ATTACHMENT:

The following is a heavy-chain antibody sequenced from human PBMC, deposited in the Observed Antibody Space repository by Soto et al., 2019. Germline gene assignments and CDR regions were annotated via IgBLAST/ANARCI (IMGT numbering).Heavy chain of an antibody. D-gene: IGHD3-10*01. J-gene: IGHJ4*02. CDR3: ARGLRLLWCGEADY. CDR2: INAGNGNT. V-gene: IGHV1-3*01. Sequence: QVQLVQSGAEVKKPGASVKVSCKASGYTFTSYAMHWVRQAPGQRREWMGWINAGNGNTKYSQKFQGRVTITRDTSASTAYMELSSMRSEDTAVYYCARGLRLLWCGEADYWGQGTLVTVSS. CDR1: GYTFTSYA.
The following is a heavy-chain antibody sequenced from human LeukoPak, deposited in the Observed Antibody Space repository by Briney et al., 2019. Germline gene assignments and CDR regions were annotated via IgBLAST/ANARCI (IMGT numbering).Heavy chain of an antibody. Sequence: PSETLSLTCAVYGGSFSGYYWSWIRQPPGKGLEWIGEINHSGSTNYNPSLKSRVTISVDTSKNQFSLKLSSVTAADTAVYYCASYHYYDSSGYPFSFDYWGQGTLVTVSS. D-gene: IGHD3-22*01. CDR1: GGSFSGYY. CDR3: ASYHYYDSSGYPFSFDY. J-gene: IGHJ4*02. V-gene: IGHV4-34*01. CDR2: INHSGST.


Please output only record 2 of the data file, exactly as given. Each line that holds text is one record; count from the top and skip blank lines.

The following is a heavy-chain antibody sequenced from human LeukoPak, deposited in the Observed Antibody Space repository by Briney et al., 2019. Germline gene assignments and CDR regions were annotated via IgBLAST/ANARCI (IMGT numbering).Heavy chain of an antibody. Sequence: PSETLSLTCAVYGGSFSGYYWSWIRQPPGKGLEWIGEINHSGSTNYNPSLKSRVTISVDTSKNQFSLKLSSVTAADTAVYYCASYHYYDSSGYPFSFDYWGQGTLVTVSS. D-gene: IGHD3-22*01. CDR1: GGSFSGYY. CDR3: ASYHYYDSSGYPFSFDY. J-gene: IGHJ4*02. V-gene: IGHV4-34*01. CDR2: INHSGST.